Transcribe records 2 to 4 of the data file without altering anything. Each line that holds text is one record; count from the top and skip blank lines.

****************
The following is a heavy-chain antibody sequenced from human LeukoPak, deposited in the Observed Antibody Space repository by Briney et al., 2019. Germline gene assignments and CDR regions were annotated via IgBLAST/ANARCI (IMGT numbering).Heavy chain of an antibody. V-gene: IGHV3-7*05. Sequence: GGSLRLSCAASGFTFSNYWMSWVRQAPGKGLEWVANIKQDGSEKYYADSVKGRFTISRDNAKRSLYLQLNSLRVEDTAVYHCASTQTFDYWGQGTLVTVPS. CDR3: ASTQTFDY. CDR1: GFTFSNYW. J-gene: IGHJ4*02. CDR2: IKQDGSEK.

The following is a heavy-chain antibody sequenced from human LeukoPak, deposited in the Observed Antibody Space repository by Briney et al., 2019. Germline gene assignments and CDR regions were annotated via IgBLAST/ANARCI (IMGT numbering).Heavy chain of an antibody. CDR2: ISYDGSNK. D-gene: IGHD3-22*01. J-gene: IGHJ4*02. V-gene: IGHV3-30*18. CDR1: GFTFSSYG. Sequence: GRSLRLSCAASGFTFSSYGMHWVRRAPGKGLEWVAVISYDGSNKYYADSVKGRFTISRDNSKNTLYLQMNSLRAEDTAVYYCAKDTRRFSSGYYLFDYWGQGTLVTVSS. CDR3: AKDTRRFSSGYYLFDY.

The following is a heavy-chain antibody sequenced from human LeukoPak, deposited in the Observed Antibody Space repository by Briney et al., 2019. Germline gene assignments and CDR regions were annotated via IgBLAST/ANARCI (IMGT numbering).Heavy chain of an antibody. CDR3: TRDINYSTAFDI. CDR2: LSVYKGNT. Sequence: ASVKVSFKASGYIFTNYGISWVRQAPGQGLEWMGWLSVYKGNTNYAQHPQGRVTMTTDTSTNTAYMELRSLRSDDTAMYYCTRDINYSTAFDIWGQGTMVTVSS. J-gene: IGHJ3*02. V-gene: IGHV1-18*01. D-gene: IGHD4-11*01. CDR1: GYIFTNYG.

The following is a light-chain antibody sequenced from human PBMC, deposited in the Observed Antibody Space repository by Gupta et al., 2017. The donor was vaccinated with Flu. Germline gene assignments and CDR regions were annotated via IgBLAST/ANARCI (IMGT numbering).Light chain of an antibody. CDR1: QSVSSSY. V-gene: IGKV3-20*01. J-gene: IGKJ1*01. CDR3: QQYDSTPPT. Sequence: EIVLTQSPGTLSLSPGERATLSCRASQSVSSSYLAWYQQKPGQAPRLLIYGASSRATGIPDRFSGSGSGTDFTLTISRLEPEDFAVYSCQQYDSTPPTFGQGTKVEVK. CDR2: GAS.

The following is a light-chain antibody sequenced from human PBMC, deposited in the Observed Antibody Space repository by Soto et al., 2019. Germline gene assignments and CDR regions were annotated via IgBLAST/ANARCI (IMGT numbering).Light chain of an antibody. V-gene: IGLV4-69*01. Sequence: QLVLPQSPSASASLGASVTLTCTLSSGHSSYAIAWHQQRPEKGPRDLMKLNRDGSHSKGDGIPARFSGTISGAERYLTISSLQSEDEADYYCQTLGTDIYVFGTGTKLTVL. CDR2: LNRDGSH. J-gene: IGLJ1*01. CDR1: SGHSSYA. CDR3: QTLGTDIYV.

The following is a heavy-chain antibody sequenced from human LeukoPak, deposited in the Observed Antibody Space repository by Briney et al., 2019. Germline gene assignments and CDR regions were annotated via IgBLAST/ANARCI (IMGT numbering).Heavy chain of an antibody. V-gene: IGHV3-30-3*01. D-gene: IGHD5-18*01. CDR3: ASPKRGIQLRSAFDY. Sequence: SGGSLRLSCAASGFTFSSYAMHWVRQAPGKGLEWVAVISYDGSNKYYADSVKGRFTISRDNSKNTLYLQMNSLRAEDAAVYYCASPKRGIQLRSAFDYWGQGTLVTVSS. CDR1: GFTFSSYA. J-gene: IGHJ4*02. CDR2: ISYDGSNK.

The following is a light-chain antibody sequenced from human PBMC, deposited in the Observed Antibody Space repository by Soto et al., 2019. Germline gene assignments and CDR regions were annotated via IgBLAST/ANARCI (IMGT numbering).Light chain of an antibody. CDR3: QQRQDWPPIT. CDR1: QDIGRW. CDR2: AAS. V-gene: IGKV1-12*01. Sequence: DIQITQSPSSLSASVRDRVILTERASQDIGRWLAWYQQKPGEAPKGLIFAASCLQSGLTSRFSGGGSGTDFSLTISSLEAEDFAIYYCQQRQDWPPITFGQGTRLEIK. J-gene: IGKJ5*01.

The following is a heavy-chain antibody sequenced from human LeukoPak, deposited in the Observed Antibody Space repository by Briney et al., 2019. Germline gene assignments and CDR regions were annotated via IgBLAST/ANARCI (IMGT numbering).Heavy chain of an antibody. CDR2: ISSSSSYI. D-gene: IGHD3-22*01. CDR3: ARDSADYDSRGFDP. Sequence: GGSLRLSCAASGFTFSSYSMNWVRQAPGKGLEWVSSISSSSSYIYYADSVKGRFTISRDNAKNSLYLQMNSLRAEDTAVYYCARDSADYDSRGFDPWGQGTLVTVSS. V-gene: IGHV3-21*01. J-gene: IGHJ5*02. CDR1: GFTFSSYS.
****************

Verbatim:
The following is a heavy-chain antibody sequenced from human LeukoPak, deposited in the Observed Antibody Space repository by Briney et al., 2019. Germline gene assignments and CDR regions were annotated via IgBLAST/ANARCI (IMGT numbering).Heavy chain of an antibody. CDR2: ISYDGSNK. D-gene: IGHD3-22*01. J-gene: IGHJ4*02. V-gene: IGHV3-30*18. CDR1: GFTFSSYG. Sequence: GRSLRLSCAASGFTFSSYGMHWVRRAPGKGLEWVAVISYDGSNKYYADSVKGRFTISRDNSKNTLYLQMNSLRAEDTAVYYCAKDTRRFSSGYYLFDYWGQGTLVTVSS. CDR3: AKDTRRFSSGYYLFDY.

The following is a heavy-chain antibody sequenced from human LeukoPak, deposited in the Observed Antibody Space repository by Briney et al., 2019. Germline gene assignments and CDR regions were annotated via IgBLAST/ANARCI (IMGT numbering).Heavy chain of an antibody. CDR3: TRDINYSTAFDI. CDR2: LSVYKGNT. Sequence: ASVKVSFKASGYIFTNYGISWVRQAPGQGLEWMGWLSVYKGNTNYAQHPQGRVTMTTDTSTNTAYMELRSLRSDDTAMYYCTRDINYSTAFDIWGQGTMVTVSS. J-gene: IGHJ3*02. V-gene: IGHV1-18*01. D-gene: IGHD4-11*01. CDR1: GYIFTNYG.

The following is a light-chain antibody sequenced from human PBMC, deposited in the Observed Antibody Space repository by Gupta et al., 2017. The donor was vaccinated with Flu. Germline gene assignments and CDR regions were annotated via IgBLAST/ANARCI (IMGT numbering).Light chain of an antibody. CDR1: QSVSSSY. V-gene: IGKV3-20*01. J-gene: IGKJ1*01. CDR3: QQYDSTPPT. Sequence: EIVLTQSPGTLSLSPGERATLSCRASQSVSSSYLAWYQQKPGQAPRLLIYGASSRATGIPDRFSGSGSGTDFTLTISRLEPEDFAVYSCQQYDSTPPTFGQGTKVEVK. CDR2: GAS.